Theodore M. Springfield, Appellant, v. United States of America, Appellee, 403 F.2d 572 (D.C. Cir. 1968)

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US Court of Appeals for the District of Columbia Circuit - 403 F.2d 572 (D.C. Cir. 1968) Argued January 11, 1968
Decided October 2, 1968

Mr. Thomas A. Clingan, Jr., Washington, D. C., (appointed by this court) for appellant.

Mr. Carl S. Rauh, Asst. U. S. Atty., with whom Messrs. David G. Bress, U. S. Atty., and Frank Q. Nebeker, Asst. U. S. Atty., were on the brief, for appellee.

Before BAZELON, Chief Judge, and WRIGHT and LEVENTHAL, Circuit Judges.


Appellant was convicted of carnal knowledge of a girl under sixteen years of age. On brief, he argued that the instructions regarding the elements of the offense were defective, that the instructions on reasonable doubt were confusing and that there was insufficient evidence to corroborate the victim's testimony. We have considered these contentions and find them without merit.

On oral argument a new issue was raised. Appellant contended for the first time that his case had been improperly treated as a capital one1  and that he had been prejudiced thereby. Appellant's claim that his offense was not a capital one was based on the statutory language2  or, alternatively, on the proposition that capital punishment for statutory rape would constitute cruel and unusual punishment.3  Since oral argument yet another complication has been added. In United States v. Jackson,4  the Supreme Court held unconstitutional the penalty provisions of a statute which permitted only the jury to inflict capital punishment on the ground that these provisions inhibited defendants from exercising their Fifth Amendment right not to plead guilty and their Sixth Amendment right to a jury trial. The penalty provisions of the D.C. rape statute suffer from the same constitutional infirmity.5 

We conclude, however, that appellant was not prejudiced by the fact that his case was treated as a capital one. Appellant's allegations of prejudice are two. First he argues that he was prejudiced because people opposed to capital punishment were systematically excluded from the jury which found him guilty. But this contention was rejected in Witherspoon v. State of Illinois,6  and Bumper v. State of North Carolina,7  where the Supreme Court held that a jury from which people who opposed the death penalty were excluded could not impose the death sentence, but could determine guilt or innocence.

Appellant's second claim is that because the jury improperly had the option to impose the death penalty it may have compromised the verdict on guilt or innocence. In other words, some jurors who initially believed appellant was innocent may have agreed to find him guilty in return for other jurors' giving up their demand for the death penalty.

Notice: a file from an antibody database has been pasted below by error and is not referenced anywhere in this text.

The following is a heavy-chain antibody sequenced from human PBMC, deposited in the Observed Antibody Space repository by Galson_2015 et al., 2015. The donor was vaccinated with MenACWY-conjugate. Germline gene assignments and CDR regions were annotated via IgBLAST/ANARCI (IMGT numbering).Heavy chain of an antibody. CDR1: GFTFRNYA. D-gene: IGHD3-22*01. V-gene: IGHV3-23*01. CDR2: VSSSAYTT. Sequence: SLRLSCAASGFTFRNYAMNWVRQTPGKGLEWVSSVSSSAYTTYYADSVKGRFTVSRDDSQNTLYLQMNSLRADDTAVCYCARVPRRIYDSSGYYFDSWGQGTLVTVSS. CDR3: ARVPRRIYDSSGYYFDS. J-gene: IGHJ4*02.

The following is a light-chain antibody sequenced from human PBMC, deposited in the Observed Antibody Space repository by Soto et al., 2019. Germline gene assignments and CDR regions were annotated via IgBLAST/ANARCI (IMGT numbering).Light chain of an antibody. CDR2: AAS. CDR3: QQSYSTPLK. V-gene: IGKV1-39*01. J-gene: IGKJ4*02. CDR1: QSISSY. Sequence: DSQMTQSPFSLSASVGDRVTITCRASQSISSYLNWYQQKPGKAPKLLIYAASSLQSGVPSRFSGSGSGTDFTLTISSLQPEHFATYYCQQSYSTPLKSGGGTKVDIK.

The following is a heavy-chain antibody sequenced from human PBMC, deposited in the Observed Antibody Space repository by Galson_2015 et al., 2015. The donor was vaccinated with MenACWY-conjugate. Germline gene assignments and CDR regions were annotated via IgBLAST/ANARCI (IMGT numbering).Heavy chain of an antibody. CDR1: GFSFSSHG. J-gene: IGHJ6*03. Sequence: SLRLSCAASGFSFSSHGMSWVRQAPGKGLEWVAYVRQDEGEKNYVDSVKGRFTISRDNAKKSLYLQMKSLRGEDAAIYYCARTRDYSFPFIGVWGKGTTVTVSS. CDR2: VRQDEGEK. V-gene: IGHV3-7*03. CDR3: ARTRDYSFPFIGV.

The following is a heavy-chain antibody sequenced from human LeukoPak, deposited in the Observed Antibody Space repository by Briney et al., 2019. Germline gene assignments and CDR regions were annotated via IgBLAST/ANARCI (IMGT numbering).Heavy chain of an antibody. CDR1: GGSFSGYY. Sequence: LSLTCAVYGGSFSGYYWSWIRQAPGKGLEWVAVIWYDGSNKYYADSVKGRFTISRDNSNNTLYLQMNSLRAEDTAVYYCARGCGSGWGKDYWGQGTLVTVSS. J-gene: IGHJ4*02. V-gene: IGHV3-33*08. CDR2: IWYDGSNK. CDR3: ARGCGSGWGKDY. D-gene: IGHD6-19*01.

On the facts of this case we find it overwhelmingly improbable that appellant was the victim of such a compromise. The prosecution never requested the death penalty, or even adverted to it. The trial judge gave it only a one-sentence mention in his charge to the jury. And the details of the crime were not such as to make it likely that the jurors seriously considered imposing the death penalty. Moreover, the evidence did not support a conviction for any lesser included offense, against which the jury might have been influenced by the judge's passing mention of the death penalty.8  A statutory rape had been consummated, and the only real issue in the case was whether appellant was the perpetrator. On that question the evidence was compelling.

Since we find no prejudice, the decision below is affirmed.


The case was treated as a capital one in that persons who opposed capital punishment were excluded from the jury and the jury was instructed that it could bring in the death penalty. Appellant was not given the death penalty, however


Appellant was convicted under D.C.Code § 22-2801, which provides:

Whoever has carnal knowledge of a female forcibly and against her will, or carnally knows and abuses a female child under sixteen years of age, shall be imprisoned for not more than thirty years: Provided, That in any case of rape the jury may add to their verdict, if it be guilty, the words `with the death penalty,' in which case the punishment shall be death by electrocution: Provided further, That if the jury fail to agree as to the punishment the verdict of guilty shall be received and the punishment shall be imprisonment as provided in this section.

Appellant contends that the proviso "in any case of rape" must refer to common law (forcible) rape if it is not redundant. But the fact that the entire chapter is entitled "rape" cuts against this interpretation.

In Sanselo v. United States, 44 App.D. C. 508 (1915), this court held that statutory rape was punishable by death.


See Rudolph v. Alabama, 375 U.S. 889, 84 S. Ct. 155, 11 L. Ed. 2d 119 (1963) (dissenting opinion of Goldberg, J.). Statutory rapes occur very frequently and are rarely prosecuted.


 390 U.S. 570, 88 S. Ct. 1209, 20 L. Ed. 2d 138 (1968)


Bailey v. United States, 128 U.S.App. D.C. 354, 389 F.2d 305 (decided Sept. 13, 1968)


 391 U.S. 510, 88 S. Ct. 1770, 20 L. Ed. 2d 776 (1968)


 391 U.S. 543, 88 S. Ct. 1788, 20 L. Ed. 2d 797 (1968)


Cf. Bailey v. United States, supra note 5 (dissenting opinion of Fahy, J.).